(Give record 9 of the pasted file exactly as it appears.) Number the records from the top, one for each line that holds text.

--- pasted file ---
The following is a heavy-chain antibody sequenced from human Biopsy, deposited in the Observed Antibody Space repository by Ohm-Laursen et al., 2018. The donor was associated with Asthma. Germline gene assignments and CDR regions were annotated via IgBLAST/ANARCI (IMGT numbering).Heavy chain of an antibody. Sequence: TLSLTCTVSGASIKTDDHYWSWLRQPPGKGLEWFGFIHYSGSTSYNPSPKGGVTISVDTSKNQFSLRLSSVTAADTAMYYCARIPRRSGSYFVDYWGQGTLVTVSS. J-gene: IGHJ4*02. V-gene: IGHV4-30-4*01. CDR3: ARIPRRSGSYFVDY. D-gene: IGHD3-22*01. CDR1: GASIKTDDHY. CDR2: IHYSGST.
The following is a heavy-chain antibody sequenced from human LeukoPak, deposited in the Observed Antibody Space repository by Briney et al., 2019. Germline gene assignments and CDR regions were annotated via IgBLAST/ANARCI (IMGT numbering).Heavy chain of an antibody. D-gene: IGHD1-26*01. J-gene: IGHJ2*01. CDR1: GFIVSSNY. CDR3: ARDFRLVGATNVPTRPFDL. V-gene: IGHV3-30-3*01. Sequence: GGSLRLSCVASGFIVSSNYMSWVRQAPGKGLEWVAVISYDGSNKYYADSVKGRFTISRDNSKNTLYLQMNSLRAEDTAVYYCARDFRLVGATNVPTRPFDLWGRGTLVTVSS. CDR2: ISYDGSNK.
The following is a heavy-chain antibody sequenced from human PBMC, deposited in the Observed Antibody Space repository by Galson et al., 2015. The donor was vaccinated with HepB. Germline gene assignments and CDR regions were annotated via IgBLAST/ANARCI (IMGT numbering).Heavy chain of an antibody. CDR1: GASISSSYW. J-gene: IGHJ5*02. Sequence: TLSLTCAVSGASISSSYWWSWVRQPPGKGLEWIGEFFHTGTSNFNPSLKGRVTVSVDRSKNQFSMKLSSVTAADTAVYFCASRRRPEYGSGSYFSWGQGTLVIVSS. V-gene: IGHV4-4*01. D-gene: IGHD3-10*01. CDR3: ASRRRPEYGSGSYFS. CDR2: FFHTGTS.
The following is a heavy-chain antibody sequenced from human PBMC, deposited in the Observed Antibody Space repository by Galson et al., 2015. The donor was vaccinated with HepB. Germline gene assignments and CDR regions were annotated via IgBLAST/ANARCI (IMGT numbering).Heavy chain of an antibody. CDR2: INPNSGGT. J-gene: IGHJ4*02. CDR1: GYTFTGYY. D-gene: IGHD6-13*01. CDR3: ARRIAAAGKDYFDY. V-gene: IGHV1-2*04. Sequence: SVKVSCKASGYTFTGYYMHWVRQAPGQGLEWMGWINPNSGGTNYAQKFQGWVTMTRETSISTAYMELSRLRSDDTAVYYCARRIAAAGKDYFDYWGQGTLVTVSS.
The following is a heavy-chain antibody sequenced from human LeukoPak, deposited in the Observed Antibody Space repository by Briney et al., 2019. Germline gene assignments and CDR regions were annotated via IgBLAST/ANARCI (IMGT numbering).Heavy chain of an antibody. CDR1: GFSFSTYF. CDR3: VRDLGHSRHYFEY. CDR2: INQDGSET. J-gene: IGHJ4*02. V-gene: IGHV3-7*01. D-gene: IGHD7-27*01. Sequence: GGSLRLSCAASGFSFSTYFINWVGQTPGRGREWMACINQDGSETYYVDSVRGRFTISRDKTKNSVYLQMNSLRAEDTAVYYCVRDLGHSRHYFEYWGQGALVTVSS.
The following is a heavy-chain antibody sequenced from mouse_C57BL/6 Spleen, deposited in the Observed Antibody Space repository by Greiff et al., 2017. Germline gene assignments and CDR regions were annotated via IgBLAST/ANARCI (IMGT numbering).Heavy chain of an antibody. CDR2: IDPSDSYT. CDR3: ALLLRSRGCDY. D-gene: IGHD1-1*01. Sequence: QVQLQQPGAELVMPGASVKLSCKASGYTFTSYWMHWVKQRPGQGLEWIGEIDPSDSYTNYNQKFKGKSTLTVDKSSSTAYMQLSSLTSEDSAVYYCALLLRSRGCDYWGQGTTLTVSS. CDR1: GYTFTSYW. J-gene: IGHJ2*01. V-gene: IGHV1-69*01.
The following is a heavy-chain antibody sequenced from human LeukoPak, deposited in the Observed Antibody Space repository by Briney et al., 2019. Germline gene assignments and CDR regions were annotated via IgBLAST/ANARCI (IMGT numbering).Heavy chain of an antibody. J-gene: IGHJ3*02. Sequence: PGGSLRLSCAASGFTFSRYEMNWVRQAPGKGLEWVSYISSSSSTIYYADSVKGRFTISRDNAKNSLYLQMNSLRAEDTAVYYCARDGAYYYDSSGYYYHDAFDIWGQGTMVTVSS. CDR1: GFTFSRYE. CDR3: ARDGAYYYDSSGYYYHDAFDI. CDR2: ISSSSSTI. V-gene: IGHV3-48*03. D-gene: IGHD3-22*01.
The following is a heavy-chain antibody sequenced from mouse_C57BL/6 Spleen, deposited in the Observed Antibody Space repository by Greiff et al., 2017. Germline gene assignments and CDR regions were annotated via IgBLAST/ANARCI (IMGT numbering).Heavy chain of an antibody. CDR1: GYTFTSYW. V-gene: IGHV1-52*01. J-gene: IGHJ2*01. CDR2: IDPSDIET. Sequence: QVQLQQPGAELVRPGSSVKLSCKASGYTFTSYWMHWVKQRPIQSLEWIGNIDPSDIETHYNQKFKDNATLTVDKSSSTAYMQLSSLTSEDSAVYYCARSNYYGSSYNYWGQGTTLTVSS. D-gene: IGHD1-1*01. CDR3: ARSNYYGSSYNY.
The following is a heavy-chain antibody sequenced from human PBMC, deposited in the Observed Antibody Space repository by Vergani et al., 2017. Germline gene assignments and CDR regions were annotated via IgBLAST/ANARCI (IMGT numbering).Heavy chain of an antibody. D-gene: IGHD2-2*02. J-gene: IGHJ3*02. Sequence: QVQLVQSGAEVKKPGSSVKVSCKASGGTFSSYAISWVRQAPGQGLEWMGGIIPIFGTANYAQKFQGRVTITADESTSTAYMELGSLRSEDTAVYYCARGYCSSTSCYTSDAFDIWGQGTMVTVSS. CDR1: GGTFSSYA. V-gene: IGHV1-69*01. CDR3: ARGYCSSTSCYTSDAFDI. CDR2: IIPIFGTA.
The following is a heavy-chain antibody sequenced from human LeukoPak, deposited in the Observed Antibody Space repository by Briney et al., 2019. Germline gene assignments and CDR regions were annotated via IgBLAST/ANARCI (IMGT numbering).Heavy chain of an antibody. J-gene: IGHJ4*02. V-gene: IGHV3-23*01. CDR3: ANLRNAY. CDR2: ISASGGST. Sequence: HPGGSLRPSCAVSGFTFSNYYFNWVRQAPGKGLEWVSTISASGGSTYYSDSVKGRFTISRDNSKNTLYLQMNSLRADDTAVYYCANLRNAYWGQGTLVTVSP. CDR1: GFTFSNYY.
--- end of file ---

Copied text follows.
The following is a heavy-chain antibody sequenced from human PBMC, deposited in the Observed Antibody Space repository by Vergani et al., 2017. Germline gene assignments and CDR regions were annotated via IgBLAST/ANARCI (IMGT numbering).Heavy chain of an antibody. D-gene: IGHD2-2*02. J-gene: IGHJ3*02. Sequence: QVQLVQSGAEVKKPGSSVKVSCKASGGTFSSYAISWVRQAPGQGLEWMGGIIPIFGTANYAQKFQGRVTITADESTSTAYMELGSLRSEDTAVYYCARGYCSSTSCYTSDAFDIWGQGTMVTVSS. CDR1: GGTFSSYA. V-gene: IGHV1-69*01. CDR3: ARGYCSSTSCYTSDAFDI. CDR2: IIPIFGTA.